Interactions mediating bacterial translocation in the immature intestine

J Nutr. 2000 Feb;130(2S Suppl):432S-436S. doi: 10.1093/jn/130.2.432S.


Systemic disease caused by transmucosal passage of enterovirulent bacteria and toxins from the gut lumen into the mesenteric lymph nodes (MLN) is reviewed, with particular concern for bacterial interactions in the developing gut of premature newborns. Anaerobic bacteria are rarely observed to translocate to the MLN. Bifidobacterial strains have been tested for their abilities to adhere to enterocyte-like Caco-2 cells in culture. We have investigated the inhibitory effect of adherent human bifidobacterial strains against colonization by a number of diarrheagenic bacteria (Escherichia coli O157; Salmonella typhimurium) and viruses (murine and rhesus rotavirus), in various in vitro and in vivo models. The phagocytic cell (macrophage) may be a key factor in bacterial translocation (BT). Human breast milk contains abundant bioactive substances (immunologic, nutritional) that provide protective effects through inhibition of bacterial overgrowth and BT. New biotherapeutic therapies that stimulate beneficial anaerobic microflora (Lactobacillus, Bifidobacterium) are promising avenues of research to combat BT in disease treatment.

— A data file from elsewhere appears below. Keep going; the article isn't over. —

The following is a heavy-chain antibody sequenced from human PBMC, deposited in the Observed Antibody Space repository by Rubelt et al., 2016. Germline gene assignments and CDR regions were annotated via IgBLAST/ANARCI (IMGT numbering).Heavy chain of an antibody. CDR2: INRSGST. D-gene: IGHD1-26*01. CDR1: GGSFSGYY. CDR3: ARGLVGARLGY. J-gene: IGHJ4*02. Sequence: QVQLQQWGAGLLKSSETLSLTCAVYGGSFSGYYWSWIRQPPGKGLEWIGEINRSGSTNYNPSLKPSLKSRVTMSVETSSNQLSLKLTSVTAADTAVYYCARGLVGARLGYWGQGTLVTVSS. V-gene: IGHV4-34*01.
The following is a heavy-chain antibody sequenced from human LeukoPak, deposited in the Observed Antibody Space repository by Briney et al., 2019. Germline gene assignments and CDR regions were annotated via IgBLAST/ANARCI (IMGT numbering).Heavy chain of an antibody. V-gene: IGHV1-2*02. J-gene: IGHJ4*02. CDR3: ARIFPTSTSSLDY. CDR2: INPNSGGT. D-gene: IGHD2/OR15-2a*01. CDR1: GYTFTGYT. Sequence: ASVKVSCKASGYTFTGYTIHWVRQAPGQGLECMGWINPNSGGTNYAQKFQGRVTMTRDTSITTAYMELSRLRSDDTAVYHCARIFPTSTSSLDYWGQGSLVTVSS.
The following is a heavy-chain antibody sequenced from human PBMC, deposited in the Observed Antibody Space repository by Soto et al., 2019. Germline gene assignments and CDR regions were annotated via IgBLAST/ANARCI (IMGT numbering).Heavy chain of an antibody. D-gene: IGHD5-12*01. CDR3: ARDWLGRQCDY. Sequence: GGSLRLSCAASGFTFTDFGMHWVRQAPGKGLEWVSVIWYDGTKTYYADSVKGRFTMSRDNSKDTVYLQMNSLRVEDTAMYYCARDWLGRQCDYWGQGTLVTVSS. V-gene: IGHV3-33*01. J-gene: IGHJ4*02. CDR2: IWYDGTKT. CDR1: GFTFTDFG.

Publication types

  • Research Support, Non-U.S. Gov't
  • Research Support, U.S. Gov't, Non-P.H.S.
  • Review

MeSH terms

  • Animals
  • Bacterial Translocation / physiology*
  • Bifidobacterium / metabolism*
  • Humans
  • Infant, Newborn
  • Infant, Premature
  • Intestinal Mucosa / metabolism
  • Intestines / microbiology*
  • Mesentery / microbiology*
  • Milk, Human*
  • Permeability
  • Probiotics / therapeutic use*